In a historic white brick townhouse on Jackson Place--Teddy Roosevelt once used it as a temporary White House--the small professional staff of the Presidential Commission on Social Security Reform is hard at work.

The commission, under the chairmanship of Alan Greenspan, former chief economic adviser to President Ford, faces an enormous task. By the end of this year, it must come up with recommendations that will save the Social Security system from going broke.

There may be no more important economic-political-social problem than this one: Social Security is the main source of income for three out of every five elderly people in this country. But inflation and recession threaten the solvency of the system. Those already on the rolls fear their benefits may be cut. Those nearing retirement fear they will be shortchanged. And younger people fear the system may not exist when their rightful turn comes to collect.

President Reagan therefore was prudent to create a 15-member blue-ribbon commission, including five nominated jointly by Senate Majority Leader Howard Baker and Minority Leader Robert Byrd, and five by House Speaker Tip O'Neill and Minority Leader Robert Michel. A bona fide expert--Robert J. Myers, chief actuary for 23 years and a former deputy commissioner of the system--took on the role of executive director.

Obviously, there is an effort to achieve a delicate political balancing-- and given the wide range of views on the seriousness of the problem, 15 differing opinions are a worst-case possibility. But Greenspan hopes to get a bipartisan consensus. "We will all have to swallow hard on some of the views we held previously," he told the first commission meeting in February.

Greenspan told me that commission member Sen. Daniel P. Moynihan (D-N.Y.) had suggested to his colleagues that each might be entitled to his own "value judgments," but not to his own set of facts.

But Myers observed that what makes the problem so frustrating is that many of the "facts" depend on economic assumptions: "The one thing that everybody agrees on is that we have a problem in this decade, because if the present law isn't changed, the July 1, 1983, checks for the Old Age and Survivors Insurance fund (the one that pays old-age benefits) cannot be met in a timely manner."

In other words, the Treasury will not have the money next year to mail out Social Security checks. (They would be delayed, until there was enough money in the till.) That is an established fact, the big problem facing not only the commission but Congress and the Reagan administration.

Myers suggests that this situation may be avoidable--here the word "may" is stressed--if Congress allows the old-age fund to continue borrowing from the Hospital Insurance fund (which helps finance Medicare).

But then, differences of opinion emerge, and the "facts" get cloudy. If one assumes that the economy will be lifted out of recession into a smart recovery, the old-age fund could probably squeak by until the beginning of the 1990s, with no help beyond interfund borrowing.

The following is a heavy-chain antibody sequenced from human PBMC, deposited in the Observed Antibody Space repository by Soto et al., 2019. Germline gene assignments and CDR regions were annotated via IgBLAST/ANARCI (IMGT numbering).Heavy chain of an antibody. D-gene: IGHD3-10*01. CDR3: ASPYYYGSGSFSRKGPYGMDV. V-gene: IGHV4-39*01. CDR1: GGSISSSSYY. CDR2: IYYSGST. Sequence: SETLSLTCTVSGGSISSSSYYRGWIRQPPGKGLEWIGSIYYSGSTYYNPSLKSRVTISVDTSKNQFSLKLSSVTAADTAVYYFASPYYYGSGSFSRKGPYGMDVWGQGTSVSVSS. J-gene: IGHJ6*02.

With luck, the 1990s may be a low payout period for old-age benefits--because the retirement population would be based on the low-birth years of the 1930s --allowing the OASI fund to repay what it borrowed from the other funds.

But others argue that this is no solution. Is it wise policy, they ask, to assume a solid economic recovery? Shouldn't the OASI also have authority to borrow from the Treasury? What happens if the hospital fund, tapped for help by OASI, suddenly finds itself pinched? (Some think the hospital fund is headed for bigger trouble than the OASI fund.) What happens if inflation in the 1990s again increases faster than wages, instead of the reverse? (The whole Social Security system is based on the assumption that wages will rise 1.5 percentage points faster than the consumer price index.)

These are the questions the commission has to address on the immediate problems--without ever getting to the question whether or not there is a problem of solvency in the system in the years beyond 2020 and, if so, whether to deal with it now.

But the short-term problem is practically at hand. Congress will be under severe pressure to do something more than merely authorize indefinite interfund borrowing. The possibilities range from cutting the growth of old- age benefits to increasing the tax rate to cutting back on the generosity of the inflation adjustment system.

Myers seeks to soften public concern. "Too often," he says, "people think of Social Security like a bank: if its assets are less than its liabilities, it's finished. But in Social Security, there is no legal contract: the plan can be changed. The administration and Congress can make relatively small adjustments that will solve the problem, and I'm certain they will do it."